Study reveals massive ice loss from Earth's glaciers in recent decades
A new study has revealed that Earth’s glaciers have lost a staggering amount of ice over the last two decades, and the rate of loss is accelerating. The global effort used satellite data to track the deteriorating condition of some 220,000 glaciers, which are suffering from the warming effect of climate change.
Glaciers are essentially masses of dense ice that form inland from accumulated snow, and then travel downhill under the influence of their own weight. These frozen bodies are considered to be an excellent indicator for the progression of climate change, as they are extremely sensitive to fluctuations in temperature brought about by this phenomenon.
Countless studies have been published detailing the effects of climate change on glaciers, and how meltwater from these bodies is exacerbating the issues surrounding Earth’s rising global sea level. However, these studies often focus on specific glaciers or regions.
The new study has sought to gain a more complete understanding of global glacier retreat by analyzing satellite data from all of the world’s glaciers. The team responsible drew data on around 220,000 glaciers collected by NASA’s Terra satellite, detailing changes to glacier mass and thickness over the course of the last two decades.
Terra is equipped with a multi-spectral imaging camera capable of producing high-resolution stereo imagery, and orbits Earth at an altitude of around 700 km (435 miles) above the surface, which allows it to complete an orbit of our planet once every 100 minutes. Over the course of 18 months, the researchers analyzed the data with the help of a supercomputer at Canada's University of Northern British Columbia.
The team discovered that Earth’s glaciers lost a staggering 267 billion tonnes (gigatonnes) of ice on average per year between 2000 and 2019. The meltwater from the glaciers is estimated to have accounted for 21 percent of sea level rise cataloged during this period.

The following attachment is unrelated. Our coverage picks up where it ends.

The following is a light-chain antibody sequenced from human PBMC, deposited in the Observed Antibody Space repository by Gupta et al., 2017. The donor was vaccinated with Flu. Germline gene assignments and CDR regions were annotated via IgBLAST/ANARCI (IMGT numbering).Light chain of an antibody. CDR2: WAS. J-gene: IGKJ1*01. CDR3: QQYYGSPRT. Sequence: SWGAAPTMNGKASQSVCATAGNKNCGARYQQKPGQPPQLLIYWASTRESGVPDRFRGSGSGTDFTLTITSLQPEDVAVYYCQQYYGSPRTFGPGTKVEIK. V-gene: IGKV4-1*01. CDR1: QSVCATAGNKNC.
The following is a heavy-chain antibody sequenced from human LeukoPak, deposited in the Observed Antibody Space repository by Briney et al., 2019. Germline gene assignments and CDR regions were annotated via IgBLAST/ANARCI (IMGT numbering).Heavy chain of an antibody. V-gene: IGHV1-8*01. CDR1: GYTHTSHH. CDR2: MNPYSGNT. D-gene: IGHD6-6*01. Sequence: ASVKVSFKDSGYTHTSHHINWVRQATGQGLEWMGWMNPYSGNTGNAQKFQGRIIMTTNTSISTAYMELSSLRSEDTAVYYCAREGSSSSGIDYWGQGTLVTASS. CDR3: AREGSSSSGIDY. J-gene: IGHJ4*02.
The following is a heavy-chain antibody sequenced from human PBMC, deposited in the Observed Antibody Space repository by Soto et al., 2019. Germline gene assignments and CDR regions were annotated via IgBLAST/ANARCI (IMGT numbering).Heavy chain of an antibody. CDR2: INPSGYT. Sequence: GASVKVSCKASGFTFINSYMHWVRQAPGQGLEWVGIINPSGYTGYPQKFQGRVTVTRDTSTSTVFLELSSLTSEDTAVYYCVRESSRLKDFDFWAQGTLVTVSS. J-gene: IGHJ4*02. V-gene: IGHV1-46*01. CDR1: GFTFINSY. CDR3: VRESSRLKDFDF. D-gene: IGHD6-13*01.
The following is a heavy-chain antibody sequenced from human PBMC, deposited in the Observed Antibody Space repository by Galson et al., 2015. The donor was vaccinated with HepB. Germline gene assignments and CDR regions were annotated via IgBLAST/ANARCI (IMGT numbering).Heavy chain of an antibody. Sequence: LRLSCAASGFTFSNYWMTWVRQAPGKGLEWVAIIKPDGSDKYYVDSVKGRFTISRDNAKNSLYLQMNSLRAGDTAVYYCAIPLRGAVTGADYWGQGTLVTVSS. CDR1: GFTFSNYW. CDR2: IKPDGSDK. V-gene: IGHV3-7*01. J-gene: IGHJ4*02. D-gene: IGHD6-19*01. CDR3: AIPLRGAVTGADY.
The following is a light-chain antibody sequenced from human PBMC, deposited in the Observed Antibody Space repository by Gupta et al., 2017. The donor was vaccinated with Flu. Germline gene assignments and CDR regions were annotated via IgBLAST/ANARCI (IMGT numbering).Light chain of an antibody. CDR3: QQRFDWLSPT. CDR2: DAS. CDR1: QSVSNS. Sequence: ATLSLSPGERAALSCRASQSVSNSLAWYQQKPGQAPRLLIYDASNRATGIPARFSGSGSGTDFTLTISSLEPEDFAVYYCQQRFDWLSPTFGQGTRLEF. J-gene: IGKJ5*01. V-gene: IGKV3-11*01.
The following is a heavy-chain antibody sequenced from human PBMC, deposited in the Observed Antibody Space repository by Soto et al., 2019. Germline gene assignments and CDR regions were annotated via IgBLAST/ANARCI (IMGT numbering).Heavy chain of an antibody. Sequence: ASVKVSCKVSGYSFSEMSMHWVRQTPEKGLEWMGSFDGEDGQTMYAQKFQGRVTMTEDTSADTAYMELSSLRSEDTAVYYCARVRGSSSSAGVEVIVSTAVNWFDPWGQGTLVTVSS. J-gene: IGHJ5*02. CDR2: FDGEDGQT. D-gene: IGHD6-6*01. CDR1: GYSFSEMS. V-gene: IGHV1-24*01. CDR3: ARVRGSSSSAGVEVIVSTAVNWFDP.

Furthermore, it was found that the rate of ice loss is accelerating significantly. From 2000 to 2004, ice was being lost at an average rate of around 227 gigatonnes per year. However, from 2015 to 2019 the rate of loss increased to 298 gigatonnes on average.
Many of the fastest melting glaciers are located in mountainous regions such as the Himalayas and the Alps.
"The situation in the Himalayas is particularly worrying," said Romain Hugonnet, lead author of the study and researcher at ETH Zurich and France's University of Toulouse. "During the dry season, glacial meltwater is an important source that feeds major waterways such as the Ganges, Brahmaputra and Indus rivers.
“Right now, this increased melting acts as a buffer for people living in the region, but if Himalayan glacier shrinkage keeps accelerating, populous countries like India and Bangladesh could face water or food shortages in a few decades."
Whilst the majority of glaciers lost ice mass, there were some exceptions to the rule, with glaciers in certain areas actually putting on extra ice mass. These exceptions were brought on by anomalous weather events.
Moving forward, the research will be used to help inform world leaders as to the state of Earth’s glaciers, and the potential ramifications of their continued decline.
A paper on the study has been published in the journal Nature.
Source: ETH Zurich